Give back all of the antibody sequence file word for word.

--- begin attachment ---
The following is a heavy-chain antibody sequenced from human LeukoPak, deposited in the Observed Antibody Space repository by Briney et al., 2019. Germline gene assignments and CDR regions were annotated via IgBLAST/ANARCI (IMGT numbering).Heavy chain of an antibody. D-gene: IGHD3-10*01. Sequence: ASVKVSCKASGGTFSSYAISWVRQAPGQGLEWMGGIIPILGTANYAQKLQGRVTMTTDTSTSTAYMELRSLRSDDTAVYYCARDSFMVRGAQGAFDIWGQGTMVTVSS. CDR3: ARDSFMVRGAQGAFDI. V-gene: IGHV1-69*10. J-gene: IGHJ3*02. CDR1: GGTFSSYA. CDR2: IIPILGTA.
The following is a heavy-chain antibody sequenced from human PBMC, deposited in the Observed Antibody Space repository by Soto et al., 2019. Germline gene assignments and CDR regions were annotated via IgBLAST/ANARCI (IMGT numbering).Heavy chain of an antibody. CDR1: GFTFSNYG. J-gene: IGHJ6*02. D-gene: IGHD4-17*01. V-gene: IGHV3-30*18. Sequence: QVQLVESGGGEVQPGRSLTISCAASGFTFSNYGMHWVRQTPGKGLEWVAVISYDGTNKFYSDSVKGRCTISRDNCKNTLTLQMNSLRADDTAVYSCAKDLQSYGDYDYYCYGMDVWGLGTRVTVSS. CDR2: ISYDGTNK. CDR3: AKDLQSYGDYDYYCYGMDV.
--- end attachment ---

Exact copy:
The following is a heavy-chain antibody sequenced from human LeukoPak, deposited in the Observed Antibody Space repository by Briney et al., 2019. Germline gene assignments and CDR regions were annotated via IgBLAST/ANARCI (IMGT numbering).Heavy chain of an antibody. D-gene: IGHD3-10*01. Sequence: ASVKVSCKASGGTFSSYAISWVRQAPGQGLEWMGGIIPILGTANYAQKLQGRVTMTTDTSTSTAYMELRSLRSDDTAVYYCARDSFMVRGAQGAFDIWGQGTMVTVSS. CDR3: ARDSFMVRGAQGAFDI. V-gene: IGHV1-69*10. J-gene: IGHJ3*02. CDR1: GGTFSSYA. CDR2: IIPILGTA.
The following is a heavy-chain antibody sequenced from human PBMC, deposited in the Observed Antibody Space repository by Soto et al., 2019. Germline gene assignments and CDR regions were annotated via IgBLAST/ANARCI (IMGT numbering).Heavy chain of an antibody. CDR1: GFTFSNYG. J-gene: IGHJ6*02. D-gene: IGHD4-17*01. V-gene: IGHV3-30*18. Sequence: QVQLVESGGGEVQPGRSLTISCAASGFTFSNYGMHWVRQTPGKGLEWVAVISYDGTNKFYSDSVKGRCTISRDNCKNTLTLQMNSLRADDTAVYSCAKDLQSYGDYDYYCYGMDVWGLGTRVTVSS. CDR2: ISYDGTNK. CDR3: AKDLQSYGDYDYYCYGMDV.